3 young sustainability professionals reveal career path secrets
How do you start your career in sustainability? That question is the heart of every student, young professional and career switcher trying to build a career in sustainability. And as we all know, the path for a sustainability career is not as straightforward as say a career in law or accounting, making it harder to know where to start or how to prepare.
We asked 3 young sustainability professionals to share their career path tips. Here’s what they said:
Anureet Kaur, Business Operations Analyst at Internat Energy Solutions
First, define what sustainability means to you as it could bring different value to different people. Then focus on 2-3 fields within sustainability, whether that is within the carbon markets, policy analysis/research, ESG investing, sustainability consulting or the social impact enterprise sector etc. Meeting people for coffee chats within the different fields will give you more insights, knowledge and perspective.
Courses such as carbon accounting, sustainability strategy, and environmental economics were very helpful for me during graduate school as I was able to grasp the theoretical knowledge needed to support a business case or policy analysis. I also recommend participating in case competitions, as it helps you in developing a systems thinking approach and meeting people from different programs that may have an interesting approach towards sustainability. There are a lot of good case competitions out there such as the Business for a Better World Case Competition in partnership with Corporate Knights and Schulich School of Business as well as Nespresso Sustainability MBA Challenge, which I participated in and had a great experience!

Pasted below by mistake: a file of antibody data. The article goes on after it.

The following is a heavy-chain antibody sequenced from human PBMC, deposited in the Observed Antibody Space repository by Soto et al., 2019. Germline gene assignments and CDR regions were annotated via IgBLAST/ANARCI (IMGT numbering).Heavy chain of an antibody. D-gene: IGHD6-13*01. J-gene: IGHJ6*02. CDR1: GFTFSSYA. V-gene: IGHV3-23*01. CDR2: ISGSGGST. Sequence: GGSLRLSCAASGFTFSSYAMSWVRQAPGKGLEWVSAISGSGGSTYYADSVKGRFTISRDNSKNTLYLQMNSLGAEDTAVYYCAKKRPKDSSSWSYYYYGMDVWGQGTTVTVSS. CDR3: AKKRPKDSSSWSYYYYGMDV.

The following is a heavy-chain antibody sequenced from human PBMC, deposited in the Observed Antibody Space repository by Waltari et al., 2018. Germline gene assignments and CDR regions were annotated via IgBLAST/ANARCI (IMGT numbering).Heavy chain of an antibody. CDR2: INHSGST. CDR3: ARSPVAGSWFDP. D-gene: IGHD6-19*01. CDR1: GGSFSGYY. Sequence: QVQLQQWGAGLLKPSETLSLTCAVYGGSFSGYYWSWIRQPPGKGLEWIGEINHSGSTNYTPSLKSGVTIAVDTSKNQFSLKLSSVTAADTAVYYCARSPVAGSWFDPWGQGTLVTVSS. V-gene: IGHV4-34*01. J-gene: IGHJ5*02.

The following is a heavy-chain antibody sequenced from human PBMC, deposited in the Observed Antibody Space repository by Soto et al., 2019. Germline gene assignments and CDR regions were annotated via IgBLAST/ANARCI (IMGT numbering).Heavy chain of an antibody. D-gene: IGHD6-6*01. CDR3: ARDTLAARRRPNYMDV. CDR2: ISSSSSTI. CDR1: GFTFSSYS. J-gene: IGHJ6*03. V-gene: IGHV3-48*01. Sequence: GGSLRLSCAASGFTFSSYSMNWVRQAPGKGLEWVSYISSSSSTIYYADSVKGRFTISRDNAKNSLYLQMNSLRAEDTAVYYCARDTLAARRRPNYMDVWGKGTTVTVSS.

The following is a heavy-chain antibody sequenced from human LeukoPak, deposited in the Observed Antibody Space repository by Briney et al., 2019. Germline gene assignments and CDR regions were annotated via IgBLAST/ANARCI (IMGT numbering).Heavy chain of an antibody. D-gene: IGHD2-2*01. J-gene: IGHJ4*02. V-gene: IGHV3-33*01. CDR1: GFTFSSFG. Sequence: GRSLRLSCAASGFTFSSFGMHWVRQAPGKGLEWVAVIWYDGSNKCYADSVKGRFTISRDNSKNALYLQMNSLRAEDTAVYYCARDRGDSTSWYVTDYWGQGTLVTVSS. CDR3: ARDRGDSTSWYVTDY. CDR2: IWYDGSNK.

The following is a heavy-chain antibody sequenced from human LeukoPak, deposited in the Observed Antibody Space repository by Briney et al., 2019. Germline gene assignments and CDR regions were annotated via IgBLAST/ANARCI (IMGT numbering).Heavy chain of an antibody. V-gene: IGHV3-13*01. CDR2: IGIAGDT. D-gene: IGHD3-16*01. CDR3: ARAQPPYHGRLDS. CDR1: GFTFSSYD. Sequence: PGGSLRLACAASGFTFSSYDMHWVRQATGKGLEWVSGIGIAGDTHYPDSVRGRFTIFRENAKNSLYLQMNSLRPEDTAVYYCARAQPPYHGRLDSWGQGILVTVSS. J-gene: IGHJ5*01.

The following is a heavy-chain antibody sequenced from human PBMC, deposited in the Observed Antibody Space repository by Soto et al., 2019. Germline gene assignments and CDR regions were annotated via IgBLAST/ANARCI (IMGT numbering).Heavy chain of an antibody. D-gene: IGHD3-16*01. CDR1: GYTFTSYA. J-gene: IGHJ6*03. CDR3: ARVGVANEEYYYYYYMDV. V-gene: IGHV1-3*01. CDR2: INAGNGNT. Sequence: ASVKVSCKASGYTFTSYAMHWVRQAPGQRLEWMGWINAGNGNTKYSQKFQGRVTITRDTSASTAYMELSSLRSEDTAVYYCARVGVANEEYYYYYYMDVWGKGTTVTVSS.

Melissa Menzies Associate, Research Products at Sustainalytics.
Be creative in the roles that you apply for as there are multiple ways to bring sustainability into your career path. Creating positive impact for the environment, society, and economy more broadly can be present in roles you may not expect. Research companies, start-ups, public sector and nonprofit organizations that you think would be rewarding to work for and apply for roles that align with your values. Don’t be afraid to apply for a role that may not be the ideal fit now, but will provide internal opportunities that are more sustainability/impact related in the future. Also, don’t discount a short-term employment opportunity- such as an internship or contract- simply because it is short term.
During school, I was active in leading multiple social, athletic and volunteer-based extracurriculars that have collectively helped my career. These experiences taught me how to manage my time, how to lead in groups and how to be composed in stressful situations. With respect to courses, I took a variety of subjects throughout my Bachelors and Masters degrees – from Philosophy and Law to Environmental Studies and Business. Each year, I honed in further to subjects that I was passionate about. While I may have started as a philosophy and ethics student, I ended up with research expertise in sustainability reporting, a field that is currently a key component of my role at Sustainalytics. So don’t be afraid to try something new – whether an academic course, a workshop or a professional accreditation – if you think that is something that interests you and will give you purpose.
Lulu Li, Principal Consultant, CarbonQ
Grades are important now, but building long lasting relationships will benefit you for years to come. Don’t wait until “it is time” to focus on building relationships. You will thank yourself later when you find your first job through networking and others have just started networking.
It’s also important to know that networking is not easy. However, students can use networking events as primary research ground. Go talk to everyone you can and find out what industry they are in and the challenges they face. Collect your data, figure out the top few issues companies are stuggling with, pick your favourites, and tailor your study/research paper etc. to solve these problems. Once you do that, reconnect with those you spoke to and share your findings. It may lead to something amazing.